The HPV vaccine, which protects against the cervical cancer–causing human papillomavirus, is one example of how basic laboratory research is helping to save countless lives. Dr. Denise Galloway’s lab at Fred Hutch showed that nearly every case of cervical cancer arises from HPV infection. Her team studied how long HPV persists, the immune response to HPV infection, and how many infected people go on to get cancer — all crucial information for designing a vaccine trial. Using a key HPV protein, they created vaccine-like particles in which a single viral protein folds up to look like the real virus. They also performed the first proof-of-principle clinical trial showing that an HPV vaccine can indeed protect against HPV infection. The Galloway Lab continues its research on the HPV vaccine with a focus on fine-tuning the dosage required for protection.
Researchers in our Vaccine and Infectious Disease Division are building on fundamental insights about the immune system and the structure of antibodies to create new vaccines. One priority is the search for effective broadly neutralizing antibodies — which should be more difficult for HIV to evade through natural, rapid mutation. For example, Dr. Leo Stamatatos has designed two candidate HIV vaccines based on broadly neutralizing antibodies that will be tested in clinical trials. Outside of HIV, research by structural biologist Dr. Marie Pancera has identified an antibody that might be protective against malaria if given by infusion or stirred by a new vaccine.
Another example of our impact is the work of HIV researcher Dr. Julie Overbaugh, whose research includes a seminal collaborative study that found that breastfeeding doubles the risk of HIV transmission from mother to child. Samples from the study continue to provide insights that may help inform HIV vaccine design.
Vaccines that encourage the body to attack an existing tumor — by recruiting cancer-specific immune cells known as T cells — are an extremely promising area of research. The first therapeutic cancer vaccine, for treating prostate cancer that has metastasized, was approved by the U.S. Food and Drug Administration in 2010. Fred Hutch investigator Dr. Matthias Stephan is working to improve the effectiveness of therapeutic cancer vaccines by combining nanoparticles that carry cancer vaccine-specific T-cell receptor genes with a vaccine designed to trigger an immune response to a patient’s tumor. Dr. Shailender Bhatia is studying the efficacy of injecting an immune-boosting compound into the tumors of patients with late-stage Merkel cell carcinoma, a rare and aggressive type of skin cancer.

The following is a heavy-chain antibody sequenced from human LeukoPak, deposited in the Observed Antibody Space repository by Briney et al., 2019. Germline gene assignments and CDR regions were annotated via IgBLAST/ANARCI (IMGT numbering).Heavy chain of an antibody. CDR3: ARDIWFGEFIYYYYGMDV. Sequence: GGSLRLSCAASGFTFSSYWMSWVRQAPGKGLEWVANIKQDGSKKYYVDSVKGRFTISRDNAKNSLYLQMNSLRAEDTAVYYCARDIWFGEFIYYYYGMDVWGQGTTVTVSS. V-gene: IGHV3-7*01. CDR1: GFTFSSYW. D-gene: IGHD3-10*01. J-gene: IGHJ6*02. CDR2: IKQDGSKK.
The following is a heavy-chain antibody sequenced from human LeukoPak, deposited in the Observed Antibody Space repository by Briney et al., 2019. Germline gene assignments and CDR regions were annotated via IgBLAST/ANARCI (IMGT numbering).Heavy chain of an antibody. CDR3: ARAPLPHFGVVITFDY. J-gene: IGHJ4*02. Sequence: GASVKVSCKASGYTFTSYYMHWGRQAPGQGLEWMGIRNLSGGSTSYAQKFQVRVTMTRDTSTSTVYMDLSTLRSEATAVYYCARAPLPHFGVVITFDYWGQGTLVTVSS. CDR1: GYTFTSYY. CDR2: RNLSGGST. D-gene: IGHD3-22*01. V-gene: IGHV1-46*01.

Fred Hutch researchers are working to translate fundamental knowledge about the immune system to improve the design of vaccines, as well as develop novel approaches that can decrease cost and increase accessibility — for example, by addressing production, storage and safety factors. Our researchers are also exploring the use of gene-editing techniques such as CRISPR to engineer B cells — the type of blood cell that produces antibodies — to generate disease-specific, protective antibodies directly, without a vaccine. Our computational biologists, including Dr. Trevor Bedford, are tracking epidemics of Ebola, Zika and influenza so they can provide guidance on strategies to contain the spread of these diseases.
Vaccines have been among the great success stories in medical science, drastically reducing infections from such viruses as measles, mumps, rubella and hepatitis; nearly eliminating polio; and eradicating diseases such as smallpox. However, infectious diseases still account for more than 18 percent of deaths worldwide. Among the devastating infections for which scientists are still trying to develop a vaccine are HIV, malaria and dengue.
Testing of experimental vaccines in human clinical trials is a crucial step. The HIV Vaccine Trials Network conducts all phases of clinical trials for experimental HIV vaccines, from evaluating vaccines for safety to testing vaccine efficacy. Fred Hutch biostatisticians including Dr. Peter Gilbert lead efforts to design, track and analyze results of these studies. Ongoing trials involve hundreds of partner institutions around the world, from Europe and Africa to North and South America. The Seattle Vaccine Trials Unit enrolls participants in HIV vaccine studies that are coordinated by the HIV Vaccine Trials Network, the International AIDS Vaccine Initiative and other networks. The Seattle Malaria Clinical Trials Center, established by Fred Hutch and the Infectious Disease Research Institute, tests experimental malaria vaccines and drugs.